GeneDavis

The font you like, and all caps or not, and why

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For me it's become Chief Blueprint, and while I used to use all caps, it got looking a little loud and blitzkriegish to me, so I've gone to ordinary capitalization, first word in a phrase or sentence, and all caps for things like model numbers.

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Several Architect friends advised me (since 2015) to use all caps (except for basic code info sheets and the like (but keep the headings at all caps). I've always used Chief Blueprint.

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I have always used Caps for my plans with the exception of some notes that I provide.  I have never been able to get used to Chief Blueprint font coming from AutoCAD so I have been using Graphite Standard or Architext as they look the best.  For the most part Graphite Std. looks the best in my plans

gen notes_opt.pdf

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Worthy comments.  Thanks.

 

As can be seen in the screencaps, Chief Blueprint is quite compact when going lower-case, which I like in plans.  Compact seems good to me.

 

The other font shown there is My Hand 2, a free one, which for its lower-case just has shorter capital lettering.  It might be a nice alternative for someone using caps with lowercase.  You can see from the highlighted text lines that Chief Blueprint needs a deeper text box even if doing all uppercase, because its lowercase letters include font descenders for letters like j and y.  My Hand 2 will stack more compactly.2019-11-11_1206.thumb.png.ccab50b06dd3d53acecef5b6a7c3cdb1.png

2019-11-11_1206_001.png

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Sorry chief but I really dislike your font. The weird bubbly and squigly arms, the narrow bowls, the squigly cross stroke,  the loops at apex and vertex, the narrow stem to thick bowl at the foot...all looks very cartoonish...also, a bad habit of mine is recognizing CA font and then for some reason picking apart their work...I'm usually for lifting the community up, I have no idea why I get competitive when seeing this font in plan sets. Personal gripe on my own temperament :)

 

Graphite Standard was an old favorite I have since left behind

 

Technical is nice but a little too lightweight on ANSI B..moe suitable on ANSI/ARCH D

 

Blueprintdbt is a standard with multiple drafters I collaborate with, it is very very similar to CA's font but slightly less cartoonish...believe it was created by one of our very own users way back...Dan something.

 

Architects Daughter is fun as well as Damned Architect

 

I personally like to stay away from hand drawn looking fonts. I know their is an argument to be made in favor for. Great for small business, that homey feel, personal connection for clients and builders...but their is something so impressive looking about a plan-set drafted with a sans-serif font like Eurostile...I also find it easier to read....look at this way over exposed scan of a plan done with Century Gothic:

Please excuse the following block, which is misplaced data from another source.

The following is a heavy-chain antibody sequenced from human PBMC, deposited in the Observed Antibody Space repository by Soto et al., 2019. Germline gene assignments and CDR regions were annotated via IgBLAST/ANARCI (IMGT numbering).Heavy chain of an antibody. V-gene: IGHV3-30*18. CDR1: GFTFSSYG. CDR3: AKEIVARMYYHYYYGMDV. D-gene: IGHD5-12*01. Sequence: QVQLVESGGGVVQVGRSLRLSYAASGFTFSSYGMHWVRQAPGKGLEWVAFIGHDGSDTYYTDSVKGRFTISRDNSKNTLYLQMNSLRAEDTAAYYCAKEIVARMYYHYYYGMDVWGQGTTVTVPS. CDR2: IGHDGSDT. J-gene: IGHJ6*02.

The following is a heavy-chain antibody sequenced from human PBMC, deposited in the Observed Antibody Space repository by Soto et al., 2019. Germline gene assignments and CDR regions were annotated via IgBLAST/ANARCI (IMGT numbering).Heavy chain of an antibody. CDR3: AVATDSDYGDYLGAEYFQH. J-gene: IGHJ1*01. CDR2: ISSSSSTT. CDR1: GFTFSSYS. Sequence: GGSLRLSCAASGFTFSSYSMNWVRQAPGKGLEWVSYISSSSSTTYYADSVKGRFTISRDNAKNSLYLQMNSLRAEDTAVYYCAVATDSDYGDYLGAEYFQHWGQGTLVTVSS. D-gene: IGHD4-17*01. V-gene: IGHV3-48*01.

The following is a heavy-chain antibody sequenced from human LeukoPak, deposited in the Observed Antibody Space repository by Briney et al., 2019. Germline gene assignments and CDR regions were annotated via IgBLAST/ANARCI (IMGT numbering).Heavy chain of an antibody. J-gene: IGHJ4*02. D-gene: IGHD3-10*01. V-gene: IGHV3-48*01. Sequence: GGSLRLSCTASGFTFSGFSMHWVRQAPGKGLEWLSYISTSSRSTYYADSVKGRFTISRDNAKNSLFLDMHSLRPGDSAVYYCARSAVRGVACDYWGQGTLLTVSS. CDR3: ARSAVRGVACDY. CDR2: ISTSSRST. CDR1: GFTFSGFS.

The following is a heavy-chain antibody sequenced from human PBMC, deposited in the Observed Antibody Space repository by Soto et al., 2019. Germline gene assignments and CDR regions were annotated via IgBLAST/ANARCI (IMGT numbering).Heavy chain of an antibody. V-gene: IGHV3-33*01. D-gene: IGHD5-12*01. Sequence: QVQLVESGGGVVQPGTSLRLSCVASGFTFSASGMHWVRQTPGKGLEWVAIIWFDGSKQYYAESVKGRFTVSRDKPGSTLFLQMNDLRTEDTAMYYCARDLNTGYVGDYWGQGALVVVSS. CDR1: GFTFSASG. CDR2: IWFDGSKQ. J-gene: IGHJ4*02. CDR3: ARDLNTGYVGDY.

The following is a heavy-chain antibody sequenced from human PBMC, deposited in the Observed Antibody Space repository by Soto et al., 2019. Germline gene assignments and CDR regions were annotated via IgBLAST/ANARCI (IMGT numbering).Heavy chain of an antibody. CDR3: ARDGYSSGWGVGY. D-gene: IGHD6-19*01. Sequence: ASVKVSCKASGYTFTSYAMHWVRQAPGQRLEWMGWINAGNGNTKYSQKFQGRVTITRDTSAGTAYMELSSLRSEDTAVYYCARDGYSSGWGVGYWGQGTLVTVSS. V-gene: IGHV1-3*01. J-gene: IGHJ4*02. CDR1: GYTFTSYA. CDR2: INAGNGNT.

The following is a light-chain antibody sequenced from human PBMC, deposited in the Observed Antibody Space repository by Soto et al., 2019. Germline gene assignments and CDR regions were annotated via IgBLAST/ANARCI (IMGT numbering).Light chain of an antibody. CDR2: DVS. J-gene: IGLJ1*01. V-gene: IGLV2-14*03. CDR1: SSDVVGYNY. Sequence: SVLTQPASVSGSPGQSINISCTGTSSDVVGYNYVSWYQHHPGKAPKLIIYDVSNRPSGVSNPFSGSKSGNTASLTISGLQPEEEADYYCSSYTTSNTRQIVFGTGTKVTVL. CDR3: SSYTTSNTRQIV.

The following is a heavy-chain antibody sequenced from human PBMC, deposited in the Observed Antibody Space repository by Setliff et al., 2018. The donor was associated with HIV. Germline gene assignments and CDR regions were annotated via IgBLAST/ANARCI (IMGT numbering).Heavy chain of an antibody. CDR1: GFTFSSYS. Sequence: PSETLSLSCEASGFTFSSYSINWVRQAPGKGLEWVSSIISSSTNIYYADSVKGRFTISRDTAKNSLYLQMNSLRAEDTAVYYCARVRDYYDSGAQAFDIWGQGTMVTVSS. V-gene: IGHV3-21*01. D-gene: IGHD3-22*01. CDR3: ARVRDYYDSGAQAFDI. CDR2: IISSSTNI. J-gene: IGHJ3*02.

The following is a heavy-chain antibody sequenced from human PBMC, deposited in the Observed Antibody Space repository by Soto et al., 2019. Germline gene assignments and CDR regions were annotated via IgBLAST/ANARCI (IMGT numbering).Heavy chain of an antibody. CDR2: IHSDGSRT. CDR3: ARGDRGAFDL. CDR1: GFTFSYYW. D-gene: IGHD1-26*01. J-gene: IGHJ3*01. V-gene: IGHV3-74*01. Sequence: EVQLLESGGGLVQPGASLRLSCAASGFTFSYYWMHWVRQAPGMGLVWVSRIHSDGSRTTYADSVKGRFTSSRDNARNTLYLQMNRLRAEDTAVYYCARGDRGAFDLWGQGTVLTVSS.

1516406436_219-03-06-R2-LAURELDR_Redacted-3.thumb.png.b5281caa866a90b35f453ec47b97260d.png

Overexposed, compressed ANSI D yet still totally legible

 

You'd be hard pressed to find a top tier commercial architecture firm around here that uses any kind of hand lettering font. It's considered unprofessional. Very few people hand drafting anymore, why are we faking it...if my work represents me I don't want any smoke and mirrors...I can't letter for crap, I've got two left hands so-to-speak...why would I try and convince you otherwise, haha.

anywho...my two cents :)

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Windows 10 users.  Did you know about    Open Settings, select Personalize, select Fonts

 

A nice way to view all fonts on your computer

 

 

917178514_ViewFonts.thumb.PNG.177ed01e398e8bf7da3fbce4eb994b6d.PNG

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2 hours ago, Renerabbitt said:

Look at this way over exposed scan of a plan done with Century Gothic:

1516406436_219-03-06-R2-LAURELDR_Redacted-3.thumb.png.b5281caa866a90b35f453ec47b97260d.png

Overexposed, compressed ANSI D yet still totally legible


Yep,  Looks really nice.  I personally use the ole Arial font still.  I just feel like it looks nice.  And I only use all caps on select text boxes.  Mostly I use standard case conventions.  I feel like the only real reason for all caps in the first place was to make hand lettering easier and more consistent.  Using lower case when appropriate takes up a lot less space and makes things far more readable IMO.  It’s more correct too.  There are certain things that can only properly be communicated when using the appropriate case.  

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I used to use MyHand2. I have gone to Arial. The architectural hand drawing font was a nice ode to when I was hand drawing but that ship has sailed. I want the clearest font possible so I use Arial and in all caps. If my specification call out appears to be that I am screaming, I am. Dogs, kids, carpenters, I yell at anyone that will appear to take me seriously.